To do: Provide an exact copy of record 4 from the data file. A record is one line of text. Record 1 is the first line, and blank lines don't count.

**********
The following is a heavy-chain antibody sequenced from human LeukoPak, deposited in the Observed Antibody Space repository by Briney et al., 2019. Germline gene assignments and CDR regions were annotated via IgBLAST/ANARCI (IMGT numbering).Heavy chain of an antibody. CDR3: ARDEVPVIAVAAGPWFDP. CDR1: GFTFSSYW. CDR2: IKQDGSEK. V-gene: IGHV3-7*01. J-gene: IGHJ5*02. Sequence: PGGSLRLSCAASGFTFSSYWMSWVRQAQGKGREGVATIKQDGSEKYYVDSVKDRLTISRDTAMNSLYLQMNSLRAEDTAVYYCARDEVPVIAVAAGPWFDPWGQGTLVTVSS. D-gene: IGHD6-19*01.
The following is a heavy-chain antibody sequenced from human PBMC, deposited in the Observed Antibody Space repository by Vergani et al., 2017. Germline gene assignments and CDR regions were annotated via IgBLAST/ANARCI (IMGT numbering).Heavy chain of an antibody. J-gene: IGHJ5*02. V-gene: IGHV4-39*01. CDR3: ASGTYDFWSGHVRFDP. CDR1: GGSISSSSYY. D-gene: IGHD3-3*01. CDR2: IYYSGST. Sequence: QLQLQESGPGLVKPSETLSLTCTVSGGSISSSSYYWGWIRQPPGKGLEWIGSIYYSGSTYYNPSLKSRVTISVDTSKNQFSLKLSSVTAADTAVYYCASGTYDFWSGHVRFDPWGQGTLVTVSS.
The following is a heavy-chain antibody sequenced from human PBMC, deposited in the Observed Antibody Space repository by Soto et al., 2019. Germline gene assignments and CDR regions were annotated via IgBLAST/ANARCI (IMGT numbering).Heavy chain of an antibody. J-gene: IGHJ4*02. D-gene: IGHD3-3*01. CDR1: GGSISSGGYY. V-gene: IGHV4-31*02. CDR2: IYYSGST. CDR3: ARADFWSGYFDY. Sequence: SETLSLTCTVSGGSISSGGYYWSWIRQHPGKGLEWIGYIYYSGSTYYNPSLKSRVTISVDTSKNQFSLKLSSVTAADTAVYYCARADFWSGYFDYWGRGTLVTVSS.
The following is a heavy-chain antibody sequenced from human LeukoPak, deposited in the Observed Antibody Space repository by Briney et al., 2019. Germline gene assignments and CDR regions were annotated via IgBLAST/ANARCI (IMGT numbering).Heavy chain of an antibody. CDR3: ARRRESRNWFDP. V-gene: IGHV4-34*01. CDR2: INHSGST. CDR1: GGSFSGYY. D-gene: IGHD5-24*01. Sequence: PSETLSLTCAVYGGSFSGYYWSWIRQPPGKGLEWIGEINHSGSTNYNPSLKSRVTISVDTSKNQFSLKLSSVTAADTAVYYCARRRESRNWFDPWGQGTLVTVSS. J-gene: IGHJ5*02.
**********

The following is a heavy-chain antibody sequenced from human LeukoPak, deposited in the Observed Antibody Space repository by Briney et al., 2019. Germline gene assignments and CDR regions were annotated via IgBLAST/ANARCI (IMGT numbering).Heavy chain of an antibody. CDR3: ARRRESRNWFDP. V-gene: IGHV4-34*01. CDR2: INHSGST. CDR1: GGSFSGYY. D-gene: IGHD5-24*01. Sequence: PSETLSLTCAVYGGSFSGYYWSWIRQPPGKGLEWIGEINHSGSTNYNPSLKSRVTISVDTSKNQFSLKLSSVTAADTAVYYCARRRESRNWFDPWGQGTLVTVSS. J-gene: IGHJ5*02.